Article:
9. Kit Contents Upon opening the box the first thing that jumps out is the hull. It looks to be about 90-95% pre-carved which is great because hull-shaping is my least fun part of a build. The hull is carved down to the gun deck which leaves the option of leaving some planking off on the main deck to give a view of the gunlock - not sure yet if I will take that option. The hull can be planked or just painted - I'll try to plank it although it has been at least 10 years since I've planked a model - at least this one is small. There is a ton of strip wood, dowel and scribed decking. When I inventoried the kit I took the time to bundle together the various sizes of strip wood and label them - worth your while since some of them are very close is size and are very difficult to tell apart by eye. There is a nice PE fret which, thank God, includes a stern piece with all of the cabin window included - trying to build square windows that line up properly is beyond my talents. There is a lot of britannia metal fittings to include guns, deck furniture, blocks, deadeyes, cleats and lots of other stuff. A package of cordage and netting is included. The 57 page instruction book is full of photos and diagrams, and it includes tips on HOW to do things, including a good discussion on how to shape the hull. This is something not always found in advanced kits. Bluejacket rates this kit as "Advanced", 9 of 9 on their skill level rating, requiring "prior experience with more complex kits." This kit would not be a good first model for anyone, but if you have several kits under your belt, particularly involving planking and complex rigging then you could probably handle this one even if you have not tried a solid hull kit before but it would be best to call Bluejacket and talk to them about it. There are 2 sheets of plans including a rigging plan. Last but not least there is a set of flags and the quarterdeck cloths.
  10. I'm going to be building a model of the Continental Navy Frigate ALFRED using Bluejacket's solid hull kit. The ALFRED was one of the first ships commissioned into the Continental Navy in 1775. Converted from a new merchant ship she was John Paul Jones first ship. I picked this kit because I've never done a 3-masted ship model before, and as much as I would love to build a clipper ship I simply don't have room for it, or to be more precise, as far as my wife is concerned there is not enough room in our house for both me and a large cased sailing ship model. Bluejacket's ALFRED meets my needs perfectly because the completed model is only about 18 inches long and 13 inches high but is fully detailed and it will fit on one of my bookcase shelves. My next post will show the kit's contents.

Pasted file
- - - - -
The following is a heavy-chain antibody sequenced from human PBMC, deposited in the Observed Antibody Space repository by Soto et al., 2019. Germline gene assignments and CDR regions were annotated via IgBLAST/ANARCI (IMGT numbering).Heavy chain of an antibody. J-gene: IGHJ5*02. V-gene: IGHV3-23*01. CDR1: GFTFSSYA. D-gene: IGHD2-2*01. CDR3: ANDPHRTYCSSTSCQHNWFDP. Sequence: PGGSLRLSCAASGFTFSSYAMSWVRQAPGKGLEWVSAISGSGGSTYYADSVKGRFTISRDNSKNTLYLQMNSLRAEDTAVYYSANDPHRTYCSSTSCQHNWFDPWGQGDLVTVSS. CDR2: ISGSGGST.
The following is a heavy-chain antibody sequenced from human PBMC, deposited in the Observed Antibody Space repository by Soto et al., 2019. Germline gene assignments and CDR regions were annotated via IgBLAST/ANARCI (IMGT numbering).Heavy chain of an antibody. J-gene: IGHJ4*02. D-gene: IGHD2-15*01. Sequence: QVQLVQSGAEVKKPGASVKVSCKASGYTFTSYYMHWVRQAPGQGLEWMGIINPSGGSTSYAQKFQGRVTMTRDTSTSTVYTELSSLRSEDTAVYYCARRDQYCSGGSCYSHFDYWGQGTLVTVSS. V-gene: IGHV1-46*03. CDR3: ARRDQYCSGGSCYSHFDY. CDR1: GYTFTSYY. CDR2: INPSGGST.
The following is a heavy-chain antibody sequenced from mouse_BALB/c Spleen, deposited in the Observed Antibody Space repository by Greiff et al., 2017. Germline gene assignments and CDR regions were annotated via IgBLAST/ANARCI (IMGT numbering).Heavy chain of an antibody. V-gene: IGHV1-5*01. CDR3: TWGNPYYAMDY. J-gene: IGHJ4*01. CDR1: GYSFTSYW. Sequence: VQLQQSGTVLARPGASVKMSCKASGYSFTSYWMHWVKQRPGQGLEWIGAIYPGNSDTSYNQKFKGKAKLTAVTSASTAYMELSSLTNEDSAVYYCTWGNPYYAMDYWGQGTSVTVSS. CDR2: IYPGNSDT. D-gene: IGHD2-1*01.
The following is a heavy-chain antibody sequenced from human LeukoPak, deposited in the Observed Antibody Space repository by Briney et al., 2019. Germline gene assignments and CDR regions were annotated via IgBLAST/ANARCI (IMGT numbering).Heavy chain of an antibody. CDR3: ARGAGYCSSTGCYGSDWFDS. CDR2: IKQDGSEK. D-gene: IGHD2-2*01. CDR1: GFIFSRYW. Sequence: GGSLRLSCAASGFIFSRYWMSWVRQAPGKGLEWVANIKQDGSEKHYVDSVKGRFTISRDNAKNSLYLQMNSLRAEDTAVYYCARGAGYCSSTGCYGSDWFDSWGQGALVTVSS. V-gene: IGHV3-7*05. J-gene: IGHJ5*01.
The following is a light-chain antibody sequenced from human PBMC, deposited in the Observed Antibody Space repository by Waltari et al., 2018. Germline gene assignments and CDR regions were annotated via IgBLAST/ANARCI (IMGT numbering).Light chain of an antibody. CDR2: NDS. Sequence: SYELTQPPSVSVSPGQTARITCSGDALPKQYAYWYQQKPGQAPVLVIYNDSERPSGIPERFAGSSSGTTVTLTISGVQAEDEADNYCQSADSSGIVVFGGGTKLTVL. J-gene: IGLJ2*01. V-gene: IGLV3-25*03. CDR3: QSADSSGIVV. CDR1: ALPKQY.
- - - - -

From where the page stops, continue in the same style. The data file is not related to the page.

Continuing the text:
11. I finally completed my build of Model Shipway's Chesapeake Bay Skipjack Willie L. Bennett. I had completed 95% of it years ago but could not figure out how to make the sails. My wife finally agreed to give it a try if I bought her a new sewing machine so my $80 kit ended up costing me $480! This is a great kit with super plans, instructions and materials. You build the kit just like the real thing - including all of the (now invisible) interior framing. A true POF kit. This build is 99.9% out of the box, the only thing I added was the ice sheathing along the waterline near the bow.
  12. Great job!!! It has been a real pleasure (and a trip down memory lane) to watch this come together. The model is awesome, as is the base and case.
  13. Jim, I drilled holes in the keel before glueing it in place, put the rod thru the keel so about 1/4 inch was projecting thru the top of the keel, put some pencil lead on the end of the rod pieces and pressed the keel into position, drilled into the hull at the pencil marks (more than 1/4") and then glued the keel in place -pressing the rod pieces into their holes. I could have drilled the holes thru the keel, glued it in place, drilled into the hull and then pressed the rods thru the keel and hull but I wanted to put as little pressure on the keel as possible. Holes/rod were about 1/16".
  14. Mike, An interesting fact about the ship SS Robert E. Peary is that of the more than 2700 Liberty Ships built she held the record for the shortest building time - 4 days, 15 hours from keel laying to launching! Of course it was a publicity stunt with a lot of prefabrication work and unlimited manpower but still that is an amazing accomplishment. I suspect that record has never been broken for any large ship built since. Below is a link to a 1-hour wartime movie about the shipyard where the Peary was built. If you advance it to the 9 minute 20 sec mark it will show the construction and launching of the Peary. Pretty impressive. Here's the link: (Link doesn't work - see next posting below - that one does)